by Lady Borton*
No one knew the Geneva Agreement’s signing ending Việt Nam’s French-American War (1945‒1954) was imminent. This included the Vietnamese, French, Europeans, and Africans who fought at Cầu Lồ in northern Việt Nam’s Red River Delta on July 14, 1954, nine weeks after Việt Nam’s victory over France in the prolonged battle at Điện Biên Phủ and a week before the Geneva signing.
The officers of the 36th Regiment, 308th Division of the PAVN (People’s Army of Việt Nam) were famous for devising innovative strategy and for protecting their troops, yet at Cầu Lồ the PAVN lost one-third of a full-strength regiment—318 soldiers. Most lie in nameless graves.
How could this huge loss have happened?
The answer? Geography, strong French defences, and American heavy weapons.
But that’s not all.
The PAVN’s Lê Hồng Phong Campaign four years earlier in the autumn of 1950 precipitated a string of victories on Route 4, the track running along the Vietnamese-Chinese border from Cao Bằng in the mountainous far north to the East Sea (sometimes known outside Việt Nam and the Philippines as the South China Sea).
Vietnamese control of Route 4 opened the route for arms coming from the Soviet Union and China. It also created a crisis in French morale, precipitated leadership dilemmas in Hà Nội and Paris, and shifted American alarm about the Chinese in Korea to include worries that the Chinese would invade the Red River Delta. The French military leaders evacuated their wives and children from Hà Nội and the port city of Hải Phòng. They briefly considered abandoning the rice-rich Red River Delta.
However, everything changed two months later, on December 17, 1950, with the arrival in Sài Gòn of French General de Lattre announcing his unprecedented dual roles of high commissioner for Indochina and commander of the French Far-East Expeditionary Corps. French historian Général Yves Gras described de Lattre as a World War II hero, who projected “an image of grandeur” and whose “attitude proclaimed a total rupture with the shameful past.”
On March 17, 1950 de Lattre secured funding for building his “redoubt”, which he based on the German Westwall Siegfried Line, also known as the Dragons’ Teeth. De Lattre planned to protect the Red River Delta with a line comprising 1,240 bunkers capable of withstanding 155-mm shells. He had completed 700 bunkers when he reported in person to the US State Department in Washington on September 17, 1951.
According to a State Department memo, General de Lattre insisted that “there was mutual agreement that colonialism was a dead issue. … It was his responsibility to stay on the job in Indochina because it was his duty, but it must be remembered that it was the American battlefield as well as the French.”
Perhaps to help secure funding during the communist scare, General de Lattre insisted, again according to a State Department memo, that his redoubt was “not for defense against VM [Việt Minh, the PAVN forces] but against possible Chinese invasion”, which he predicted to be at least several months away. A year later, President Hồ Chí Minh, writing “‘Behind the Green Bamboo Hedge'” on January 10, 1952, repeated a quotation by a “quisling” (bù nhìn) minister of state in L’Observateur (The Observer): “‘[de Lattre de] Tassigny has finished his great defensive perimeter, but the Việt Minh troops still cross it at night.'”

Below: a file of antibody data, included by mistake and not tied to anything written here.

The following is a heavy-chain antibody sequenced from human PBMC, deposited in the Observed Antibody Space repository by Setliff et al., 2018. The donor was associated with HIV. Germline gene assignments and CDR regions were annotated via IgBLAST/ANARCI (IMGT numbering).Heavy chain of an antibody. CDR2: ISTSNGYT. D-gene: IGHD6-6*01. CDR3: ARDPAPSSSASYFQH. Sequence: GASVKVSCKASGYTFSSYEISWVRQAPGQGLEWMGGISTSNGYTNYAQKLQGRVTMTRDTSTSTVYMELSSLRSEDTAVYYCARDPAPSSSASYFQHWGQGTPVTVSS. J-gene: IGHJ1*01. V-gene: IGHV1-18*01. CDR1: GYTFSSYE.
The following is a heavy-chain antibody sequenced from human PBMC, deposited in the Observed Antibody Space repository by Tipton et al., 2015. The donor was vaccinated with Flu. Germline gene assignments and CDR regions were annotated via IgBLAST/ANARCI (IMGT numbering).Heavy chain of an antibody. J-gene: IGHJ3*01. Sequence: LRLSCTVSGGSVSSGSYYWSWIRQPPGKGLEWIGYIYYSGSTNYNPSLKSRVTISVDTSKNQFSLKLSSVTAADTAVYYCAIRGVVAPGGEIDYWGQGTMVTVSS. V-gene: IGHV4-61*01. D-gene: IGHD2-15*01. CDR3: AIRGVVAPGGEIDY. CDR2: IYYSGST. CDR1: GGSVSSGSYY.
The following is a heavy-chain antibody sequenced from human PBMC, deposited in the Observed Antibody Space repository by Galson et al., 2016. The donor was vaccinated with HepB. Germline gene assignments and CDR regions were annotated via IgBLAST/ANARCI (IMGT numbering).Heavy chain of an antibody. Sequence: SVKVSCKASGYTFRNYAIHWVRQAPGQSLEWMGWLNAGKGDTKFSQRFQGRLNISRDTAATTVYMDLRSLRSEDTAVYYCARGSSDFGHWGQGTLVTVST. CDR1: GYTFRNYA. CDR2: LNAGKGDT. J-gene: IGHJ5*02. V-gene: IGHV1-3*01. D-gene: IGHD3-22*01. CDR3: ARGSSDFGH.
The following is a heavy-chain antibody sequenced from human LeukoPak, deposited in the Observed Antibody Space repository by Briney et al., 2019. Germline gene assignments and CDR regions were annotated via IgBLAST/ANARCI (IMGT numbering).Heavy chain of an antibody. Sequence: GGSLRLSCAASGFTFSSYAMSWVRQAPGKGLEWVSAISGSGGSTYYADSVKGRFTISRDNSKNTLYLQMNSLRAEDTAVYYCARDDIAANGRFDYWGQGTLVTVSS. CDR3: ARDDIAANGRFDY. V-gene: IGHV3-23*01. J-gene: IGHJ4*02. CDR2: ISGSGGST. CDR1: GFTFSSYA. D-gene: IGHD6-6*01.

The de Lattre Line cordoning off the Red River Delta stretched about 350 kilometres, starting from Tiên Yên on the Chinese border west of Móng Cái. It circled around Hải Phòng, Hà Nội, and Ninh Bình, and then it reached south to the East Sea. The Line enclosed not only the sea port at Hải Phòng but also airports, strategic highways, and railroads. Its concrete blockhouses with mutually supportive artillery placements had long sight-lines across the plains to adjacent blockhouses. Roads provided easy access for French tanks and trucks bringing troop reinforcements.
French and American reconnaissance aircraft, supply planes, and bombers stationed at delta airfields were freed from dipping and diving around the mountains that had harboured PAVN anti-aircraft guns in secret bunkers overlooking the French base in the Điện Biên Phủ Plain. Further, tight French control of village populations in the Red River Delta had forced local senior revolutionary leaders to work from sites the DRVN (Democratic Republic of Việt Nam) held in the mountains.
Cầu Lồ Post (known to the French as Camp Erulin) was a key link in the de Lattre Line at the juncture between then Routes 13 and 17 in Lan Mẫu Commune, Lục Nam District, Bắc Giang Province. It also protected a French airstrip.
By mid-1954, the post had eight concrete blockhouses, six of which had been renovated, two new bunkers, and four encircling barbed-wire barriers separated by mine fields ten to fifteen metres wide. A French officer and a hundred European and African troops guarded the site with four heavy machine guns, 18 medium machine guns, 20 small machine guns, an 81-mm mortar, three 60-mm mortars, as well as sub-machine guns and rifles.
Phạm Hồng Cư, a political officer for the 36th Regiment and a brother-in-law to General Võ Nguyên Giáp, met the Bắc Giang leaders in the mountains and secured a list of activists undercover in the Cầu Lồ area. Then Hồng Cư went undercover and worked in secret with the local leaders to devise a detailed assault plan.
The PAVN troops would rely on local residents for food, supplies, and first aid. Since the 36th Regiment lacked tanks, artillery, and anti-aircraft guns, the soldiers under regimental commander Phạm Hồng Sơn, also a brother-in-law to General Giáp, protected themselves for their impending assault by digging trenches around the seemingly impenetrable post.
The 36th Regiment did overrun Cầu Lồ Post and captured sixty-something prisoners and twenty-eight assorted heavy and medium weapons. Yet despite careful planning and trenching, the PAVN attack ended in a disaster, with the loss of 318 troops.
The answer? Napalm.
Napalm, an American invention, is jellied gasoline, which the United States manufactured and supplied during the French-American War. The name comes from naphthenic and palmitic acids, two of the chemicals used in the manufacturing process that chemists in a secret laboratory at Harvard University had developed during World War II. Whenever napalm canisters strike a target, they explode, sucking up oxygen and engulfing the area in flames and thick, black smoke. The United States used napalm during World War II and the Korean War, supplied it to France during the French-American War, and continued to employ it during the American War (1954‒1975).